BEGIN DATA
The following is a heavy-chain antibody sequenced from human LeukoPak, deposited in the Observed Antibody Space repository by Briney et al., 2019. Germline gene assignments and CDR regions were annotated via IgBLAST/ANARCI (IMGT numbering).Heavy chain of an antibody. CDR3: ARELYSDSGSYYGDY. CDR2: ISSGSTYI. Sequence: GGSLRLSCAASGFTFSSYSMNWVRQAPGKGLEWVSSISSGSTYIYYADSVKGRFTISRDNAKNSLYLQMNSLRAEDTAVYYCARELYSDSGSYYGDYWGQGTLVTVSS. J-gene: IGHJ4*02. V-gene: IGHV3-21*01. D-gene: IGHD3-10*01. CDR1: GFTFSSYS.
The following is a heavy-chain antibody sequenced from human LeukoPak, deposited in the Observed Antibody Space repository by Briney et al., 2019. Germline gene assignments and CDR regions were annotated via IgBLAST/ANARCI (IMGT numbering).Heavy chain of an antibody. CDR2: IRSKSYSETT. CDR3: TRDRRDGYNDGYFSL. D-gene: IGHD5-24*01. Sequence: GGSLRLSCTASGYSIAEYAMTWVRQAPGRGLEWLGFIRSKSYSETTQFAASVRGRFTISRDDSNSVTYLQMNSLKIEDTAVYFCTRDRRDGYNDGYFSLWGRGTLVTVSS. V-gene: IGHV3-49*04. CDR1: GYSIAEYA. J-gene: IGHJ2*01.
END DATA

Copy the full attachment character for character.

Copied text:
The following is a heavy-chain antibody sequenced from human LeukoPak, deposited in the Observed Antibody Space repository by Briney et al., 2019. Germline gene assignments and CDR regions were annotated via IgBLAST/ANARCI (IMGT numbering).Heavy chain of an antibody. CDR3: ARELYSDSGSYYGDY. CDR2: ISSGSTYI. Sequence: GGSLRLSCAASGFTFSSYSMNWVRQAPGKGLEWVSSISSGSTYIYYADSVKGRFTISRDNAKNSLYLQMNSLRAEDTAVYYCARELYSDSGSYYGDYWGQGTLVTVSS. J-gene: IGHJ4*02. V-gene: IGHV3-21*01. D-gene: IGHD3-10*01. CDR1: GFTFSSYS.
The following is a heavy-chain antibody sequenced from human LeukoPak, deposited in the Observed Antibody Space repository by Briney et al., 2019. Germline gene assignments and CDR regions were annotated via IgBLAST/ANARCI (IMGT numbering).Heavy chain of an antibody. CDR2: IRSKSYSETT. CDR3: TRDRRDGYNDGYFSL. D-gene: IGHD5-24*01. Sequence: GGSLRLSCTASGYSIAEYAMTWVRQAPGRGLEWLGFIRSKSYSETTQFAASVRGRFTISRDDSNSVTYLQMNSLKIEDTAVYFCTRDRRDGYNDGYFSLWGRGTLVTVSS. V-gene: IGHV3-49*04. CDR1: GYSIAEYA. J-gene: IGHJ2*01.